The pitch was lush with the ball skidding around after the earlier heavy rain that had thankfully stopped. The whole set up reminded me of my visit to Erandio in Bilbao; although the surroundings and weather weren’t quite the same.

The match started at a high frenetic tempo as all twenty two players began like they’d all had a crap day at work and were determined to get rid of their frustrations. In the distance stood Celtic Park; belonging to the same sport but a zillion miles apart in everything else.

Vale of Clyde, from just a couple of miles north, looked to employ an offside trap to thwart the home side. From an early stage it was destined to fail. The visiting keeper had already pulled off a couple of saves before the trap was breached as ‘The Lang’ went 1-0 up.

I’d headed back in search of food when the score was doubled as a free kick went through somewhere near the defensive wall should have been and past a motionless goalkeeper. Cambuslang were dominant with the omens not good for the ‘Tin Pail’ side.

My prospects were excellent when the scotch pies were officially ready. The crowds quickly encircled but I was swift off the mark to purchase mine with a Bovril for just £2. The pie was excellent; peppery without being overpowering and not overcooked.

The Cambuslang players were also in top form. Time and time again they advanced on the visitors goal. The Vale keeper was earning his keep on several occasions but he could do nothing when the home side went 4-0 up from the penalty spot following a late challenge.

The Lang made it 3-0 with a fantastic move full of fast sweeping football. Left winger Jordan Morton looked a class act and he showed it once more as he delivered a pint point low cross for the number 9 to fire home.

I’d noticed that referee Scott Love seemed a bit keener than I remembered from previous junior games with producing yellow cards, although the players seemed to accept his decisions.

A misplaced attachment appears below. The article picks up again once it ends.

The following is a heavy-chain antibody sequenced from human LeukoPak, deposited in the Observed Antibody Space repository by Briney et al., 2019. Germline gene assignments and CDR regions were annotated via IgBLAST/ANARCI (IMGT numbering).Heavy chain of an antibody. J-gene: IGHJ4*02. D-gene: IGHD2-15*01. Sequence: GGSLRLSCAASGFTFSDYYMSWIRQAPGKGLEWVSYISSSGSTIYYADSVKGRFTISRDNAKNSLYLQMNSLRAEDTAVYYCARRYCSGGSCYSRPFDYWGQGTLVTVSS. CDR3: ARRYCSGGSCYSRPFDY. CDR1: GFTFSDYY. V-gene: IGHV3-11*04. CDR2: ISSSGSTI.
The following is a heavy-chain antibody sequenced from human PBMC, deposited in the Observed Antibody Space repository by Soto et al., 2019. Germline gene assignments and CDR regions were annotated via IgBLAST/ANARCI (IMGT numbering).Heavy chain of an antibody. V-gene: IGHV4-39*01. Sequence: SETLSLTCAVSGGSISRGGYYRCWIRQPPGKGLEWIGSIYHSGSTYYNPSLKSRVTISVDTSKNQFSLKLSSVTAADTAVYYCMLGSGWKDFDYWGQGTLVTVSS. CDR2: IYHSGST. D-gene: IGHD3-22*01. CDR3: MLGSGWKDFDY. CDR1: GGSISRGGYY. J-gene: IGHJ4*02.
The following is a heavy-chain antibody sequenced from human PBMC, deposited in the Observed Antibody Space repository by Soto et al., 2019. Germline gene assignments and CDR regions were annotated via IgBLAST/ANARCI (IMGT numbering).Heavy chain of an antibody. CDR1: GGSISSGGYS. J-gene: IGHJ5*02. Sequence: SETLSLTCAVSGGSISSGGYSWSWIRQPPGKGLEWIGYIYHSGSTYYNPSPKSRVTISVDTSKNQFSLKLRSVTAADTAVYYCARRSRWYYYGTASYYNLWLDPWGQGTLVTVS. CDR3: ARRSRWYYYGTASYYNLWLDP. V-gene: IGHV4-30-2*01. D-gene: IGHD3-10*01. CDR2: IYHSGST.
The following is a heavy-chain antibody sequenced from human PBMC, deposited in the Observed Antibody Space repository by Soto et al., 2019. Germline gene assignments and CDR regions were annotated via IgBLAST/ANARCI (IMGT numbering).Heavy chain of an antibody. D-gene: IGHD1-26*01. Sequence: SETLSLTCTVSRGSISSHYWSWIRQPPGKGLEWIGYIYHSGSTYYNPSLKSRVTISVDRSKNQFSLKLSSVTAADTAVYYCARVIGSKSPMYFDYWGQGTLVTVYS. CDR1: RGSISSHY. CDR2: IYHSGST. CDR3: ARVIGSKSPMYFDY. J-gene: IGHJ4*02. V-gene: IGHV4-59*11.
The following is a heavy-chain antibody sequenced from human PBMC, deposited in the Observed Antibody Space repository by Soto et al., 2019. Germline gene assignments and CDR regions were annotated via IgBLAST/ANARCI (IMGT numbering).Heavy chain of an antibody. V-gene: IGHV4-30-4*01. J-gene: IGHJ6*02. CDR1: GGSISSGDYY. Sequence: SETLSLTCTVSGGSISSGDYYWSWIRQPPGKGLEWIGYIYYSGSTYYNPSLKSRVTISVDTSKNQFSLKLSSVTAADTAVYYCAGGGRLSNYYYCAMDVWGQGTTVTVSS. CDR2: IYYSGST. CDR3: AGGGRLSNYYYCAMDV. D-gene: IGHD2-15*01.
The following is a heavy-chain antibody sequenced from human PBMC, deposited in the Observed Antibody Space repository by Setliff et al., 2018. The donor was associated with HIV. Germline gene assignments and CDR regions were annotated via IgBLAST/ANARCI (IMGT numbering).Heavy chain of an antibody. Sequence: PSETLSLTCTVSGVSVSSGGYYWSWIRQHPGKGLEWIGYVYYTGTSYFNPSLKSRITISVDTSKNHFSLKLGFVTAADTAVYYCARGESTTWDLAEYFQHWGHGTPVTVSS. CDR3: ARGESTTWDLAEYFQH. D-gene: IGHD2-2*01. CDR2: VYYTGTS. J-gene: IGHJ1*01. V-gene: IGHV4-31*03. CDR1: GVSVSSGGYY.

A Vale player and Morton got into an altercation in front of the covered enclosure which ended in two yellow cards, when they may have merited reds? Mr Love used his digression and maybe allowed for the conditions and frustrations of the visitors?

In fairness to the Vale of Clyde side they never stopped trying to go forward. The home custodian had to make a couple of stops during their forays. At half time with no queue I went for a second pie. How could I turn down such a delicacy for just a quid?

After the break Vale continued to go forward. A shot was blocked but the rebound was somehow struck against the outside of the post with an open goal gaping. Another couple of efforts went just wide as they tried to get back into the match.

Rangers replied in similar fashion with a shot flying just wide. The home substitute wearing the number 15 shirt had a fine effort saved before making it 5-0 with a skilful dink over the diving keeper; despite the best efforts of a defender to clear off the line.

Vale of Clyde’s number 9 manged to find the side netting twice when well placed in the second half and then had a shot superbly saved by the Wee Gers keeper. The Vale keeper responded with a fantastic save of his own.

The scoring was rounded off a few minutes from the end in the fading light when a low corner, won by man of the match Morton, was drilled across the box to be met with a smart side foot finish. The official blew his whistle for full time a couple of minutes later.

The 8.40 train was perfectly timed as I wandered back from the ground. I briefly nodded and missed my Argyle Street stop to alight at Central Station. I was tempted by a bar showing the Celtic match but opted to listen on my radio.

Blackfriars was a decent enough bar, with an almost continental feel. The Goldihops from the local Kelburn Brewery was decent enough. A pint of Cart Noir was sampled in my debut visit to Sloan’s where punters were being entertained by a traditional folk band.

The wonderful traditional Horse Shoe Bar was visited for a nightcap couple of pints of Deuchars and London Pride. The choice of ale is never too adventurous but the pub is always worth a visit if just for people watching.

A bloke looking like one of The Proclaimers after a rough day was trying to discreetly tell his non plussed mate what a fantastic achievement Celtic had pulled off in defeating Rosenburg and how useless Rangers were; at quite high volume. It was entertaining if nothing else.

The Blue Lagoon supplied my supper; where I had a case of eyes being bigger than my belly, which was no mean feat. It wasn’t the cheapest either but these things always seem a good idea after a good session.

My return to London was via the Caledonian Sleeper, on which I booked a reclining seat for £55. I was soon nodding and awoke between Northampton and Milton Keynes. I was most impressed and would certainly use the service again.

Thursday, July 27, 2017

Bishop Auckland

Bishop Auckland FC is a non-league football club from the County Durham town of the same name with a rich and proud history since their formation in 1886 as Auckland Town FC.